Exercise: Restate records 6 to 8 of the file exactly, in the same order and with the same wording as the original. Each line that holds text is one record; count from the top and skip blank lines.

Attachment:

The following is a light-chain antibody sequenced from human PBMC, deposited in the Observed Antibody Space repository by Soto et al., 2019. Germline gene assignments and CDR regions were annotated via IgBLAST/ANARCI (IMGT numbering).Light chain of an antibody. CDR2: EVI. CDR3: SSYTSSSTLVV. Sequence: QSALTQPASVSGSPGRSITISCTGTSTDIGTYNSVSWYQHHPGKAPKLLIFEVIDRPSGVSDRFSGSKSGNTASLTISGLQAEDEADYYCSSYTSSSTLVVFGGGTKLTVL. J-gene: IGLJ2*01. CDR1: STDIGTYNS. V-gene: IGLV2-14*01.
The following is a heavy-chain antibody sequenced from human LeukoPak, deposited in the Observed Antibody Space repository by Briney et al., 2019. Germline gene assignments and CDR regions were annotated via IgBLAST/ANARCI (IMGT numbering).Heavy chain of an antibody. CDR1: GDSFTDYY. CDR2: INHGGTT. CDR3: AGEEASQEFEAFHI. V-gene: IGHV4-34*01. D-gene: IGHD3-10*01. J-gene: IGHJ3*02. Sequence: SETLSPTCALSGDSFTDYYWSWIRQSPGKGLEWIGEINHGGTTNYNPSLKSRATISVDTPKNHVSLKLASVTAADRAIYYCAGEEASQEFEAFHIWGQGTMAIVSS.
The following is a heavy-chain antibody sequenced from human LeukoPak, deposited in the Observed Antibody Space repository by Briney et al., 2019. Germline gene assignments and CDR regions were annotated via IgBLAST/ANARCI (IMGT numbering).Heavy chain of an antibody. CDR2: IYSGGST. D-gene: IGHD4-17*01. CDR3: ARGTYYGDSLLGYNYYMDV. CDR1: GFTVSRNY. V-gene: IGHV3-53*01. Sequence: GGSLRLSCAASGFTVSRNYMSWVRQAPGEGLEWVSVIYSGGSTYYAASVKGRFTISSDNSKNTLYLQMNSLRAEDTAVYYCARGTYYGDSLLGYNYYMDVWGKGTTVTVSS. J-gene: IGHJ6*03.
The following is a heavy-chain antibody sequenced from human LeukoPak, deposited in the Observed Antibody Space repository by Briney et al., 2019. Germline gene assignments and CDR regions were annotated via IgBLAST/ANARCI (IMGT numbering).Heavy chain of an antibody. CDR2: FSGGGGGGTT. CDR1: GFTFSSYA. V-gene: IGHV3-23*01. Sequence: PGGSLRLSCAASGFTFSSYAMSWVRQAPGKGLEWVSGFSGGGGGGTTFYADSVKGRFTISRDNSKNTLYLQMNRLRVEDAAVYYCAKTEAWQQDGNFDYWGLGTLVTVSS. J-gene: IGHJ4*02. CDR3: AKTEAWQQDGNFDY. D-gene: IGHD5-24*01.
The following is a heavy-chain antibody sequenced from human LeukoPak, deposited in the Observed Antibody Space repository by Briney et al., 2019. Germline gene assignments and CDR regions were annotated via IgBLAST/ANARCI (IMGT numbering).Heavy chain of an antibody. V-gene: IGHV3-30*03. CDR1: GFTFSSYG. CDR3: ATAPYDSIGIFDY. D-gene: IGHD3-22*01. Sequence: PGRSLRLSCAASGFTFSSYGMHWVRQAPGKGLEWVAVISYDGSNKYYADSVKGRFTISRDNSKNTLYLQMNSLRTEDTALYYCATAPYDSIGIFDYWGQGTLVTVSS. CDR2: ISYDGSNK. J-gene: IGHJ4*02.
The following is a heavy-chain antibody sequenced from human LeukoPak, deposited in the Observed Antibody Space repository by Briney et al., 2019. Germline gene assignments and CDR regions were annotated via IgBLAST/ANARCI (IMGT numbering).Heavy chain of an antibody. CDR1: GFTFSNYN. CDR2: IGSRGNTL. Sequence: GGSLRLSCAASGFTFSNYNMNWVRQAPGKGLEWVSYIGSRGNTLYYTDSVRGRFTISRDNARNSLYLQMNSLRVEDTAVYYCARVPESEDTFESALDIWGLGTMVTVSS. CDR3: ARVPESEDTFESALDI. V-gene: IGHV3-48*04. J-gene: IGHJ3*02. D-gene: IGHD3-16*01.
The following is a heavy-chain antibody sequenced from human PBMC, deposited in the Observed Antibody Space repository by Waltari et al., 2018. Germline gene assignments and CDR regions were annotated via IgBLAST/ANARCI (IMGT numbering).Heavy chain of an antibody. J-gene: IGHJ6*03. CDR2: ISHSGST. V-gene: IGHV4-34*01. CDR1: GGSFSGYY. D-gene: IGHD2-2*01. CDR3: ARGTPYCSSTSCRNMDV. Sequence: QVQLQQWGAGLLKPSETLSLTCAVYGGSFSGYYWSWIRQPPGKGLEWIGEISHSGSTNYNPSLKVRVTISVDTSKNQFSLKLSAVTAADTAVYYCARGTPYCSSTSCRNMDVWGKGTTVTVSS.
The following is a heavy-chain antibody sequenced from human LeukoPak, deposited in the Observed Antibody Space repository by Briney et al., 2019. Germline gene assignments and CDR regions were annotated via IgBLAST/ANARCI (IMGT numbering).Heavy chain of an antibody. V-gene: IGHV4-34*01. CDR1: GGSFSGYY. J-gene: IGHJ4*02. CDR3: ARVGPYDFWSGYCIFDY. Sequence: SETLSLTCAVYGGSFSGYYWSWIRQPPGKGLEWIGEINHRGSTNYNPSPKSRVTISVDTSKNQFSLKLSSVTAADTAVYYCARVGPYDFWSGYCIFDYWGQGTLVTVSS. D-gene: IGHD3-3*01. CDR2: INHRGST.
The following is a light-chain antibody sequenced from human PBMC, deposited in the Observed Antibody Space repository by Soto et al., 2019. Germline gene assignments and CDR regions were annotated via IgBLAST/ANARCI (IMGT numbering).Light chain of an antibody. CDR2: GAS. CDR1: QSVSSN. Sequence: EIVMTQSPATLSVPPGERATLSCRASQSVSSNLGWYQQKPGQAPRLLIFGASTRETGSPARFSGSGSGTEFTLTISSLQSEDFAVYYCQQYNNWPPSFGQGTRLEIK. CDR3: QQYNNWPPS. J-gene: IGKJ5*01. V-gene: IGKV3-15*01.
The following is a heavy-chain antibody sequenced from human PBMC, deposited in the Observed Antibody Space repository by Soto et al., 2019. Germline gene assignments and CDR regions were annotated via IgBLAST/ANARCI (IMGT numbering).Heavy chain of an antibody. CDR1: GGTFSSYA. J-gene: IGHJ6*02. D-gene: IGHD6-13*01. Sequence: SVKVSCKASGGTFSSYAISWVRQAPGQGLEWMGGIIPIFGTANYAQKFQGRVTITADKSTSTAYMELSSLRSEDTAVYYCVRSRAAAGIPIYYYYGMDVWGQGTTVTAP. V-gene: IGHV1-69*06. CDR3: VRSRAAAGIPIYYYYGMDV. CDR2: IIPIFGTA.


The following is a heavy-chain antibody sequenced from human LeukoPak, deposited in the Observed Antibody Space repository by Briney et al., 2019. Germline gene assignments and CDR regions were annotated via IgBLAST/ANARCI (IMGT numbering).Heavy chain of an antibody. CDR1: GFTFSNYN. CDR2: IGSRGNTL. Sequence: GGSLRLSCAASGFTFSNYNMNWVRQAPGKGLEWVSYIGSRGNTLYYTDSVRGRFTISRDNARNSLYLQMNSLRVEDTAVYYCARVPESEDTFESALDIWGLGTMVTVSS. CDR3: ARVPESEDTFESALDI. V-gene: IGHV3-48*04. J-gene: IGHJ3*02. D-gene: IGHD3-16*01.
The following is a heavy-chain antibody sequenced from human PBMC, deposited in the Observed Antibody Space repository by Waltari et al., 2018. Germline gene assignments and CDR regions were annotated via IgBLAST/ANARCI (IMGT numbering).Heavy chain of an antibody. J-gene: IGHJ6*03. CDR2: ISHSGST. V-gene: IGHV4-34*01. CDR1: GGSFSGYY. D-gene: IGHD2-2*01. CDR3: ARGTPYCSSTSCRNMDV. Sequence: QVQLQQWGAGLLKPSETLSLTCAVYGGSFSGYYWSWIRQPPGKGLEWIGEISHSGSTNYNPSLKVRVTISVDTSKNQFSLKLSAVTAADTAVYYCARGTPYCSSTSCRNMDVWGKGTTVTVSS.
The following is a heavy-chain antibody sequenced from human LeukoPak, deposited in the Observed Antibody Space repository by Briney et al., 2019. Germline gene assignments and CDR regions were annotated via IgBLAST/ANARCI (IMGT numbering).Heavy chain of an antibody. V-gene: IGHV4-34*01. CDR1: GGSFSGYY. J-gene: IGHJ4*02. CDR3: ARVGPYDFWSGYCIFDY. Sequence: SETLSLTCAVYGGSFSGYYWSWIRQPPGKGLEWIGEINHRGSTNYNPSPKSRVTISVDTSKNQFSLKLSSVTAADTAVYYCARVGPYDFWSGYCIFDYWGQGTLVTVSS. D-gene: IGHD3-3*01. CDR2: INHRGST.